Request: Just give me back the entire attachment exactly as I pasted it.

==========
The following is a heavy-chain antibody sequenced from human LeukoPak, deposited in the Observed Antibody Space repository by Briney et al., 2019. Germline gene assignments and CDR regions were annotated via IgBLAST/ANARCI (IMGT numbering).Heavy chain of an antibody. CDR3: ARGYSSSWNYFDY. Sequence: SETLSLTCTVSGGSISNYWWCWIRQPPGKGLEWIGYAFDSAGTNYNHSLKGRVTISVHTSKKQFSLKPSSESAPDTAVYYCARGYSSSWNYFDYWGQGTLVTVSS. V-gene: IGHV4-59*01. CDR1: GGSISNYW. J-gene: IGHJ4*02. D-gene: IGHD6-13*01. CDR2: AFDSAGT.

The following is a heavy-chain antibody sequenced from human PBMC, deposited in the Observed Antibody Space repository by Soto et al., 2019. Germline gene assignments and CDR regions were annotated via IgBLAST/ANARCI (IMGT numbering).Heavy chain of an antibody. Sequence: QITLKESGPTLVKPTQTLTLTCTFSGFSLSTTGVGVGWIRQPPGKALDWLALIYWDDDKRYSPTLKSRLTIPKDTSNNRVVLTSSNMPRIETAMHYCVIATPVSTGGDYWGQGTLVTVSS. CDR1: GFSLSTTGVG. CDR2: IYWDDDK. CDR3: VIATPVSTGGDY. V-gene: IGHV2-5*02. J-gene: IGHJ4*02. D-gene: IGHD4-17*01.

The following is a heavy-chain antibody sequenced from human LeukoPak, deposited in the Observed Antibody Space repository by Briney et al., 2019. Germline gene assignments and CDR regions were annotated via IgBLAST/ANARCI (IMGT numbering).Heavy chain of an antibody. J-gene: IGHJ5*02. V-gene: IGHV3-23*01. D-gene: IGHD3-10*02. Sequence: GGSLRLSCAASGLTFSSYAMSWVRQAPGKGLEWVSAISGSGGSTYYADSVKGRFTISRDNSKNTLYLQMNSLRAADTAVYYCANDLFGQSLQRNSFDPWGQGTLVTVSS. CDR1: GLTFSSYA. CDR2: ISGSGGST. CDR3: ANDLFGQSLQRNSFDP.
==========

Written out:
The following is a heavy-chain antibody sequenced from human LeukoPak, deposited in the Observed Antibody Space repository by Briney et al., 2019. Germline gene assignments and CDR regions were annotated via IgBLAST/ANARCI (IMGT numbering).Heavy chain of an antibody. CDR3: ARGYSSSWNYFDY. Sequence: SETLSLTCTVSGGSISNYWWCWIRQPPGKGLEWIGYAFDSAGTNYNHSLKGRVTISVHTSKKQFSLKPSSESAPDTAVYYCARGYSSSWNYFDYWGQGTLVTVSS. V-gene: IGHV4-59*01. CDR1: GGSISNYW. J-gene: IGHJ4*02. D-gene: IGHD6-13*01. CDR2: AFDSAGT.

The following is a heavy-chain antibody sequenced from human PBMC, deposited in the Observed Antibody Space repository by Soto et al., 2019. Germline gene assignments and CDR regions were annotated via IgBLAST/ANARCI (IMGT numbering).Heavy chain of an antibody. Sequence: QITLKESGPTLVKPTQTLTLTCTFSGFSLSTTGVGVGWIRQPPGKALDWLALIYWDDDKRYSPTLKSRLTIPKDTSNNRVVLTSSNMPRIETAMHYCVIATPVSTGGDYWGQGTLVTVSS. CDR1: GFSLSTTGVG. CDR2: IYWDDDK. CDR3: VIATPVSTGGDY. V-gene: IGHV2-5*02. J-gene: IGHJ4*02. D-gene: IGHD4-17*01.

The following is a heavy-chain antibody sequenced from human LeukoPak, deposited in the Observed Antibody Space repository by Briney et al., 2019. Germline gene assignments and CDR regions were annotated via IgBLAST/ANARCI (IMGT numbering).Heavy chain of an antibody. J-gene: IGHJ5*02. V-gene: IGHV3-23*01. D-gene: IGHD3-10*02. Sequence: GGSLRLSCAASGLTFSSYAMSWVRQAPGKGLEWVSAISGSGGSTYYADSVKGRFTISRDNSKNTLYLQMNSLRAADTAVYYCANDLFGQSLQRNSFDPWGQGTLVTVSS. CDR1: GLTFSSYA. CDR2: ISGSGGST. CDR3: ANDLFGQSLQRNSFDP.